In November, I was at the Canadian Forage and Grassland Association conference in Calgary when Dr. Henry Janzen delivered an inspiring opening keynote.
Janzen, quoting environmental scientist Donella Meadows, suggested we pay attention to what is important, not just what we can measure. Often we evaluate systems based on only what we can measure, he told me afterwards in an interview for the Between the Rows podcast. But with our livestock and forage systems, there are many other important functions and processes not easily captured in numbers. Biodiversity and aesthetic appeal are two examples. So is a grassland system’s ability to filter air and water.
We know intuitively that these things are important, he said. “But we haven’t quite figured out a way to put a number on them. And unfortunately if you can’t put a number on those things, sometimes those important functions are lost.”
To stay in business, a beef producer has to pay attention to numbers, to things like cost of production and market prices. After all, a beef producer has to make a living just like everyone else. But Janzen’s talk reminds us that there is more to it.
To keep the land productive for years, for generations, producers can’t exhaust all that land’s resources. That makes land stewardship a priority. While there are always a few bad actors, I do think most beef producers care about the land.
I know I’m preaching to the choir, but I write about it because it’s something I thought about during the public conversation around Saskatchewan’s proposed changes to trespassing legislation. If you missed that, the gist of it is that people will have to ask landowners for permission before entering private land, whether or not it’s posted. There was plenty of discussion about the damage trespassers can do to crops and livestock, but I thought the stewardship piece was missing. To protect the integrity of the land, producers need to be able to manage access.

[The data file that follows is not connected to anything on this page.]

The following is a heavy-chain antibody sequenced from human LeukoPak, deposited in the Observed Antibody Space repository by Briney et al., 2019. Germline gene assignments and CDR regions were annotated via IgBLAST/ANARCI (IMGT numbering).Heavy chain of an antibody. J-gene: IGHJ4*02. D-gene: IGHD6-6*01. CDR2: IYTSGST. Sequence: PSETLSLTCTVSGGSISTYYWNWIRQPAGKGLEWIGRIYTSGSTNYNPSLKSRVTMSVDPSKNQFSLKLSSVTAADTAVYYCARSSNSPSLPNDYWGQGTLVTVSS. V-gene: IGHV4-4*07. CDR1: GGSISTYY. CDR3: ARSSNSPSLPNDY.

Speaking of stewardship
I was quite honoured to find out I’d be taking the reins at Cattlemen last fall. I didn’t have a chance to write about it in my last column, but I wanted to thank the Cattlemen team. After putting together a couple of issues, I have a whole new respect for the people that make it happen.
I’ve also been extremely lucky to work with Gren Winslow in recent months. A person has to be organized and detail-oriented, but also able to look at the bigger picture and plan ahead. Gren’s been helping me figure all that out.
Hugh McLennan sent me an interview he did with Gren in 2000. Parts of the interview aired on his radio program, Spirit of the West (listen to the audio file below). It was interesting to hear them discuss issues of the day, such as the country-of-origin labelling that the U.S. Senate had just passed. Gren didn’t see it going away, but hoped it would be sidelined.
[AUDIO: Gren Winslow interview with Hugh McLennan, 2000]
“I think a lot of people in the industry are concerned about it,” he said, adding that it was likely to add friction, complication and cost. The U.S. meat trade was concerned it would reduce beef’s competitiveness to chicken and pork, he added.
Also interesting was the proposed national identification program for cattle. At the time, despite questions around cost and tag retention, Gren said he thought it was moving ahead. “The problems with it are going to be more technological now.”
Gren said he and field editor Larry Thomas weren’t hearing much “real heavy resistance” to the mandatory national identification program. Musing on the lack of resistance, Gren figured it was “the weight of this whole BSE question out of Europe and the fear of that.”
We now know the beef industry faced some rough years after that interview. Gren made sure the magazine provided the coverage readers needed to stay informed and make the best decisions they could.
Gren also talked about the advice he got from Frank Jacobs, former editor of Canadian Cattlemen. Frank told him to respect the readers. He added that “cattle people are the best people in the world and you should be honoured that you have a chance to work for them.”
Gren said the same thing to me when I started. I am honoured to work for you, and I hope to be a good steward of the magazine. Thank you for reading.
In the January issue, we reported on coming changes to Canada’s grading system. A major change took effect on January 15, when the Canadian yield grades went from measuring lean content to cut yield content. As the original article stated, Canada also went from three to five yield grades. However, we stated that the U.S. yield grades measure lean yield. The U.S. yield grades actually measure cut yield, which includes boneless, closely trimmed rib, loin, chuck and round retail in a carcass.